I’m going to tell you the exception to Tim Cook’s rule, to the Apple Secrecy Law, the one where the only acceptable answer to any question about the next iPhone or Mac — or whatever — is “We don’t discuss future products or plans.” The aluminum curtain dropped on every investor call, TV interview, event, briefing — everything. Every single time…. Except one…
It’s precisely because Apple and Tim Cook are so relentlessly tight-lipped about everything — that their answer is almost always effectively NOT TODAY SATAN — that the very, very few things they are willing to talk about… stand out… like neon… Bright. Flashing. Neon.
And I think… I think I understand why.
Because not everything is a product. Some things, some very few things, are technologies that are or will be core to many, even most products.
As technology evolves, it begins to push at, even break, the constraints of existing products. That’s what allows for… not only better versions of those products… but also new and better products. Products that can only exist because of those ever-advancing technologies.
Chipsets vs. Feature sets
The iMac went from CRT to LCD, and that let Apple develop better iMacs, sure. But the iPhone could only come into existence because of LCD. There’s no world in which a CRT iPhone would have ever been possible. The same, to some extent, with OLED. It has let Apple make better iPhones, but it has also let Apple create and ship a workable Apple Watch.
And there’s absolutely, positively, no reason to think that cycle of evolution and revolution will ever end. That it won’t just keep going far into the techno-organic future. And if we accept that, then it’s just a matter of laying the product… bricks from here to there, from the present into the future, where and as they make sense.
And that’s exactly why I think Tim Cook has been willing to talk about things like autonomous computing, because everything is going to benefit from machine learning and computer vision, which may power a car one day, sure, but is already taking the grunt work out of an increasing number of things today, from Home Screen navigation with suggested apps and photo finding with sorting and saliency.
But in the much nearer future, it’s Tim Cook’s comments on virtual and augmented reality that, I think, are going to become just hella wicked obvious. At least in their very first, very early stages.
I’ll get to AR glasses in a second but just think about a virtual reality headset in this context. As a stand-alone product out of nowhere, maybe it makes the kind of sense that does, maybe the kind that doesn’t. But as a premium escalation of the Apple TV?
Apple never shipped a television set. They prototyped a couple, and maybe Jony Ive’s old team still uses them to watch the Super Bowl, I don’t know, but Apple never saw any margins or update cycles that would make for a workable, profitable go-to-market strategy. That would turn it from a prototype into a viable product with mass appeal.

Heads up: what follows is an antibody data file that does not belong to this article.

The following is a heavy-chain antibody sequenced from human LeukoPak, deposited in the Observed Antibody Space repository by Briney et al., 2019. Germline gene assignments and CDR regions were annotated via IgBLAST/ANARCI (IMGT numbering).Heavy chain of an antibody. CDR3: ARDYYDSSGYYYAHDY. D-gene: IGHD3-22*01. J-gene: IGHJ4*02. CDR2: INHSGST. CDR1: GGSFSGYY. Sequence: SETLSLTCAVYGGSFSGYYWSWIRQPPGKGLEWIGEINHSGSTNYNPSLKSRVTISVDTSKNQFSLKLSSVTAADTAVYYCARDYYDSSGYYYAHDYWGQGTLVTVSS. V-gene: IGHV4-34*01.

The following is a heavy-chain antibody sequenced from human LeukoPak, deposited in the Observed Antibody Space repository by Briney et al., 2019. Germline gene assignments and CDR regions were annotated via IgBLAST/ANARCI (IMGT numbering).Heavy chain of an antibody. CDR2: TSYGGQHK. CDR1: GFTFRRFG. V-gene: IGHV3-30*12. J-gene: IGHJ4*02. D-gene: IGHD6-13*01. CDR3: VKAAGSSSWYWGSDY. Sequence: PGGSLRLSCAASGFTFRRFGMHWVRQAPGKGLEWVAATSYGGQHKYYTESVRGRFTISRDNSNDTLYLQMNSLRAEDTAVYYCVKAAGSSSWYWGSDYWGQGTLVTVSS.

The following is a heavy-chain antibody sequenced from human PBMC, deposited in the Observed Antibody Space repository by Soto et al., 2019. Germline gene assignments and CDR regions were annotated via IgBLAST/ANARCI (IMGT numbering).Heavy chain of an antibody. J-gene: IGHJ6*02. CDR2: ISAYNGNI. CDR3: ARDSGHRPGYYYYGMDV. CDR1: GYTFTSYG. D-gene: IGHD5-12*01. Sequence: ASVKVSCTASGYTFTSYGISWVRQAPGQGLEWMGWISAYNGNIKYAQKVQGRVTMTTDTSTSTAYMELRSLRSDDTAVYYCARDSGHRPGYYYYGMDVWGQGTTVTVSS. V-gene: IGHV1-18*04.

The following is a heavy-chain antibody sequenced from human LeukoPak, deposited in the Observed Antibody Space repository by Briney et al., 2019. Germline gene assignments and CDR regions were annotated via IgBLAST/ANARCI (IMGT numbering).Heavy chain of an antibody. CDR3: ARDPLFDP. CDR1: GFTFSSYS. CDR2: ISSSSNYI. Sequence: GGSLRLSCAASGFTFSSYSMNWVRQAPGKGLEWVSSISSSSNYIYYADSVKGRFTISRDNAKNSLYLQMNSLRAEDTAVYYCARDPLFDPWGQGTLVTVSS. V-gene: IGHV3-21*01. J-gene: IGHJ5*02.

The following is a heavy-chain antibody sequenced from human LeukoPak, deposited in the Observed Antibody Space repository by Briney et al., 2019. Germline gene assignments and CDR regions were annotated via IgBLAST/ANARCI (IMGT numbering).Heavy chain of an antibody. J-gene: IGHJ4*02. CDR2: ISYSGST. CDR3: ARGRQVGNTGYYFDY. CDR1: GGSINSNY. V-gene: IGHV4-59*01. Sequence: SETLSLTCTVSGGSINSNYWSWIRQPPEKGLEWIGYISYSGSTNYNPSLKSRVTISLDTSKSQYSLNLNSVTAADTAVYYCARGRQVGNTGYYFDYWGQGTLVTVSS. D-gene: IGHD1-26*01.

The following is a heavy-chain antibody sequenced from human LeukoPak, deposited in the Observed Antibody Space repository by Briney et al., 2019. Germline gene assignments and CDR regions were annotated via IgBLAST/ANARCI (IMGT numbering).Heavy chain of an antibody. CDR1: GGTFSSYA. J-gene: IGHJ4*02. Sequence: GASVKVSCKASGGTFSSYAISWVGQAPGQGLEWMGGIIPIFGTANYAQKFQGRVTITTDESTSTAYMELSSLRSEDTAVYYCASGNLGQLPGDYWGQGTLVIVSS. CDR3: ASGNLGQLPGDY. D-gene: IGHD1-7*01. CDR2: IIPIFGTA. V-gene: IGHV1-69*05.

Even the last couple of Apple TVs have struggled to find their place — and pricing — in a commodity Smart TV world. But if you don’t look at it as a set-top streaming box, but as a conduit for streaming services, and you start to think where typical Apple margins, silicon power, even pricing really start to make sense, and it’s a premium product like a VR headset.
Like… Apple Vision.
Just in addition to targeting all the services, the entertainment, the education, the Fitness+, the gaming, all of them, at an A14X Apple TV that you attach to your television, you also start targeting them at an A15V or whatever and the Apple Vision you wear on your head. Because, in a headset, you have room for a full-on system-on-a-chip, SoC, even apparently active cooling to let it be all the max performance it can be. Just like an Apple TV. This just leverages all of that.
And sure, TV is a communal experience, and a VR headset is a personal one, but Apple’s answer to that with the iPad has — so far — been: buy more of them, so that really seems less deal-breaker and more deal maker here.
Same with the mythical Apple Glasses. But where the VR Headset is an escalation of the TV experience, the Glasses feel more like a distillation of the Watch experience.
Because, sure, the Apple Watch can’t do everything the iPhone can, but it can do a subset of brief, important, intermittent things far, far more conveniently than any phone. So much so, increasingly I don’t even have to reach for my phone. And because it’s always connected not just to the internet but to my body, it can do a ton of critical health and fitness things that would be either awkward or just plain impossible with the iPhone alone.
They’ll be much smaller and won’t fit a full-blown SoC, but a system-in-package (SiP) like something between the Apple Watch and AirPods today. So, Apple glasses, especially at first, will only be able to do an even smaller subset of what the Watch can, but since they won’t just be always on, but they’ll always be in our line of sight, they’ll be able to do those briefer, but more importantly, even if more intermittent things, even more conveniently than the Watch. Forget reaching for a phone; I won’t even have to lift or turn my wrist. And, it’s likely they’ll be able to do some critically important health and fitness things as well. Especially when combined with AirPod technology and over time.
And this is where Apple, by virtue of their integrated product model, where they don’t have to worry about extracting profits at the chipset or display level, but just scaling their architecture and technologies up and down the stack and across the lines — this is where Apple can be hugely effective in pushing these new experiences into the mainstream. Hugely limited at first, for sure, but iterated and expanded rapidly over time.
Same with the pricing, super expensive at first to pay down R&D and go-to-market, but then also pushed down over time.